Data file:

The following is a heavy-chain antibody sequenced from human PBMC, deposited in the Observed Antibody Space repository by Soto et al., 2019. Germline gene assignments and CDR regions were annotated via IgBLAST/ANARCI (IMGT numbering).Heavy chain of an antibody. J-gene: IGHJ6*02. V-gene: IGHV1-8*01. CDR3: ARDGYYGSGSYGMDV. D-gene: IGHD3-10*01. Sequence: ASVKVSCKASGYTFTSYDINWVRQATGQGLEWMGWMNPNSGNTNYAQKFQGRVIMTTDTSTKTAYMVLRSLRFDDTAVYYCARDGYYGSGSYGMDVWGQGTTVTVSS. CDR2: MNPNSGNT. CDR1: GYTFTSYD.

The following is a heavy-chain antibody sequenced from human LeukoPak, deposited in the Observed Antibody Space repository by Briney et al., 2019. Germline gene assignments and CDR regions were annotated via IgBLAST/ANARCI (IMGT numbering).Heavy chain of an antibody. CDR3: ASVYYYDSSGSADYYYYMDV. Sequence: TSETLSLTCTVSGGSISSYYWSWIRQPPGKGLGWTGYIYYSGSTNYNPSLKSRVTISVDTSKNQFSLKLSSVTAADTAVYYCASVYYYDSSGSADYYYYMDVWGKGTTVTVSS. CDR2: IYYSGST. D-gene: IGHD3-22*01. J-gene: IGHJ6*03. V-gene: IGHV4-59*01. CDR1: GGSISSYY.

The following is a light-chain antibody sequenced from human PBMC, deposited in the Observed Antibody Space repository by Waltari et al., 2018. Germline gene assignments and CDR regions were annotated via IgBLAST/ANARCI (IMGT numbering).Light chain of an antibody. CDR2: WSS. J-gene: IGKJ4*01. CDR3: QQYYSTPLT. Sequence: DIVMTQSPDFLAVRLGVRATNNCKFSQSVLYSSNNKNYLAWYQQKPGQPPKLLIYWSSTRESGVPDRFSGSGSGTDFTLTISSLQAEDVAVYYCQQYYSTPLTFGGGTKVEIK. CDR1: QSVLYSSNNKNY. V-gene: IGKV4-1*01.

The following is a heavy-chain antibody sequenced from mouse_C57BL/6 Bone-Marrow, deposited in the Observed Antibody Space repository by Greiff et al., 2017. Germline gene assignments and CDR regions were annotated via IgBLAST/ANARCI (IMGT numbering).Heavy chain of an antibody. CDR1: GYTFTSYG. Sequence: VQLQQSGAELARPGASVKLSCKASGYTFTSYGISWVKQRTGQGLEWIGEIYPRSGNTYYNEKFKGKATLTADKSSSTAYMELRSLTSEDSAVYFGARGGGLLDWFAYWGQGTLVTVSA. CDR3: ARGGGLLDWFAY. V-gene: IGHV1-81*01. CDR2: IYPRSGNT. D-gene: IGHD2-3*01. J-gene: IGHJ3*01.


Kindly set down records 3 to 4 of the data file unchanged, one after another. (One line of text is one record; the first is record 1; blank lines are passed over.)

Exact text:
The following is a light-chain antibody sequenced from human PBMC, deposited in the Observed Antibody Space repository by Waltari et al., 2018. Germline gene assignments and CDR regions were annotated via IgBLAST/ANARCI (IMGT numbering).Light chain of an antibody. CDR2: WSS. J-gene: IGKJ4*01. CDR3: QQYYSTPLT. Sequence: DIVMTQSPDFLAVRLGVRATNNCKFSQSVLYSSNNKNYLAWYQQKPGQPPKLLIYWSSTRESGVPDRFSGSGSGTDFTLTISSLQAEDVAVYYCQQYYSTPLTFGGGTKVEIK. CDR1: QSVLYSSNNKNY. V-gene: IGKV4-1*01.

The following is a heavy-chain antibody sequenced from mouse_C57BL/6 Bone-Marrow, deposited in the Observed Antibody Space repository by Greiff et al., 2017. Germline gene assignments and CDR regions were annotated via IgBLAST/ANARCI (IMGT numbering).Heavy chain of an antibody. CDR1: GYTFTSYG. Sequence: VQLQQSGAELARPGASVKLSCKASGYTFTSYGISWVKQRTGQGLEWIGEIYPRSGNTYYNEKFKGKATLTADKSSSTAYMELRSLTSEDSAVYFGARGGGLLDWFAYWGQGTLVTVSA. CDR3: ARGGGLLDWFAY. V-gene: IGHV1-81*01. CDR2: IYPRSGNT. D-gene: IGHD2-3*01. J-gene: IGHJ3*01.